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From Eve to Dawn : A History of Women Volume 1: Origins
by Marilyn French and Margaret Atwood

Overview -

" Marilyn French] draws on a vast body of research and help from consultants in all sorts of fields, to open out areas that are rarely accessible."--"Guardian"

"As a reference work it's invaluable: the bibliographies alone are worth the price.  Read more...


 
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More About From Eve to Dawn by Marilyn French; Margaret Atwood
 
 
 
Overview

" Marilyn French] draws on a vast body of research and help from consultants in all sorts of fields, to open out areas that are rarely accessible."--"Guardian"

"As a reference work it's invaluable: the bibliographies alone are worth the price. And as a warning about the appalling extremes of human behavior and male weirdness, it's indispensable."--Margaret Atwood, "The Times" (London)

In her powerful and bold writing style, best-selling author Marilyn French synthesizes women's history from our pre-historical roots through the rise of states across the globe to the onset of state-backed religions in this first of four readable volumes.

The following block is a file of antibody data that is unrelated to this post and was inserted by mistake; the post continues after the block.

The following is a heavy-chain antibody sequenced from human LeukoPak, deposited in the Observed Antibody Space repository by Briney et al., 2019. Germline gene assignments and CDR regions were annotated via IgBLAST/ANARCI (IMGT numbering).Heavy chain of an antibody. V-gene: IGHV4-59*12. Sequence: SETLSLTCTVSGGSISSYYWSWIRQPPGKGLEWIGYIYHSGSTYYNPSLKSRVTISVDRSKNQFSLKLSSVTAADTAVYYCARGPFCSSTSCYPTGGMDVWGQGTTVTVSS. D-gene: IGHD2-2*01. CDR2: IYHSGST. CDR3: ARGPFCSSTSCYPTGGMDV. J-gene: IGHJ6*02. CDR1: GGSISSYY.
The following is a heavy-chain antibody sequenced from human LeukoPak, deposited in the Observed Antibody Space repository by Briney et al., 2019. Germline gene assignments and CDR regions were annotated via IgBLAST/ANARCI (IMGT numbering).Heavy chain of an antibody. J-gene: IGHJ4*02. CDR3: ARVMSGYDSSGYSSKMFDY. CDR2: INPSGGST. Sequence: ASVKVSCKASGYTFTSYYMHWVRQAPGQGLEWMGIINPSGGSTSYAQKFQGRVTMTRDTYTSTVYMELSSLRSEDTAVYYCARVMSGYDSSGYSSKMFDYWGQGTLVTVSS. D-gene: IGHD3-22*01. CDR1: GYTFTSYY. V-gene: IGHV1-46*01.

Details
  • ISBN-13: 9781558615656
  • ISBN-10: 1558615652
  • Publisher: Feminist Press
  • Publish Date: April 2008
  • Page Count: 352

Series: From Eve to Dawn #1

Related Categories

Books > Social Science > Women's Studies - General

 
Publishers Weekly Reviews

Publishers Weekly® Reviews

  • Reviewed in: Publishers Weekly, page 64.
  • Review Date: 2008-03-24
  • Reviewer: Staff

In her foreword to this first volume of a four-volume work, Atwood writes that women “are not a footnote” to history, but rather “the necessary center around which the wheel of power revolves.” That is the view that novelist and memoirist French (The Women's Room) satisfyingly supports. As in any survey, much of this volume reads schematically (“For 99 percent of hominid and human existence, people lived in egalitarian matricentry”), and like many historians, French has an agenda—but she backs up even her more controversial theories with an impressive accumulation of academically accepted historical, anthropological and sociological sources. French covers her material vividly as she discusses the formation of the gendered state in Peru, Egypt, Sumer and China and then surveys the differences between the formation of secular and religious states. The volume ends with a detailed analysis of the position of women in early Judaism, Christianity and Islam, and it's here that French's precise methodology really comes to life, though some will debate her interpretations. Written in concise, understated language, this is a significant addition to literature on women's studies and history. (May)

 
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